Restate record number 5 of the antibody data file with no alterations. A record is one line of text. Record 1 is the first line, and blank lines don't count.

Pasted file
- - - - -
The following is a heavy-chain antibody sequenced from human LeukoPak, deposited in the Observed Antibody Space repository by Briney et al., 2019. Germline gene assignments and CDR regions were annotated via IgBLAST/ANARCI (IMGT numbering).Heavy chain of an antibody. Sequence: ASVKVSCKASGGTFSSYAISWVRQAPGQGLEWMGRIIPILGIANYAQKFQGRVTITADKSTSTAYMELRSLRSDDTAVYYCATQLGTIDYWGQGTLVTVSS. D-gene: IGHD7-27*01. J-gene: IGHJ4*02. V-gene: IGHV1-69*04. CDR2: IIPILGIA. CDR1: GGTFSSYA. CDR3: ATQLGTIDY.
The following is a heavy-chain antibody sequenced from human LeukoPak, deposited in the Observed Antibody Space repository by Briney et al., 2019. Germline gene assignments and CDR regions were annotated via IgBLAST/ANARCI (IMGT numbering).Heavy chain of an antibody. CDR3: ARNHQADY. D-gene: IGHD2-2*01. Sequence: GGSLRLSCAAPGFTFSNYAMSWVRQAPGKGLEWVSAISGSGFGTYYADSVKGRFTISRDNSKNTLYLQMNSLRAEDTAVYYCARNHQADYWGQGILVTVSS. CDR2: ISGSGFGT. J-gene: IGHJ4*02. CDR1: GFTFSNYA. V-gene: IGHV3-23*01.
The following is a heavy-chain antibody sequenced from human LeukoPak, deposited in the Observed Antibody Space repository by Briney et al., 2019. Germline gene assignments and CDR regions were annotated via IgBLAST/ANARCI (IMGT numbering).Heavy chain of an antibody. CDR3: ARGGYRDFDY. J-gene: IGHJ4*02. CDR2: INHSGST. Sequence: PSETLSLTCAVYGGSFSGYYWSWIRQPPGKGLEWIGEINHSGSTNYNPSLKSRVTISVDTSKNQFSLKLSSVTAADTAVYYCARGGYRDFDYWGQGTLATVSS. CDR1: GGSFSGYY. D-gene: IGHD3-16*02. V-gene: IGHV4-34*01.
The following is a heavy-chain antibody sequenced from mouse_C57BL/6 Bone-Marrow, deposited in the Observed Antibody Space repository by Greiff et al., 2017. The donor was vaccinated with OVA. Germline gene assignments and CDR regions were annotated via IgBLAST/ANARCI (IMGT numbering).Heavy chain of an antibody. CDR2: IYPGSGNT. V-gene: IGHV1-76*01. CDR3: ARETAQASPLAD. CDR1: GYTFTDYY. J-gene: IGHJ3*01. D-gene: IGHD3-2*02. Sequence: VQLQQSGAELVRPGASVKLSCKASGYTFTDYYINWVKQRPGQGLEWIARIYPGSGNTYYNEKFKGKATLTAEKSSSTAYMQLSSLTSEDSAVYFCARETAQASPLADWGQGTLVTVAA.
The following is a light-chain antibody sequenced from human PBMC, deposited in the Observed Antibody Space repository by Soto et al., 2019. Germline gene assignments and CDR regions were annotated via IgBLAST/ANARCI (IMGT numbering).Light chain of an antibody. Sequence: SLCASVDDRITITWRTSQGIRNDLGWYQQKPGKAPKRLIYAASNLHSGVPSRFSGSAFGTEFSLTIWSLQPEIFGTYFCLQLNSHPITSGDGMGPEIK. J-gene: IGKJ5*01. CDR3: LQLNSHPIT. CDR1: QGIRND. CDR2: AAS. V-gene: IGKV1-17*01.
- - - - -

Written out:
The following is a light-chain antibody sequenced from human PBMC, deposited in the Observed Antibody Space repository by Soto et al., 2019. Germline gene assignments and CDR regions were annotated via IgBLAST/ANARCI (IMGT numbering).Light chain of an antibody. Sequence: SLCASVDDRITITWRTSQGIRNDLGWYQQKPGKAPKRLIYAASNLHSGVPSRFSGSAFGTEFSLTIWSLQPEIFGTYFCLQLNSHPITSGDGMGPEIK. J-gene: IGKJ5*01. CDR3: LQLNSHPIT. CDR1: QGIRND. CDR2: AAS. V-gene: IGKV1-17*01.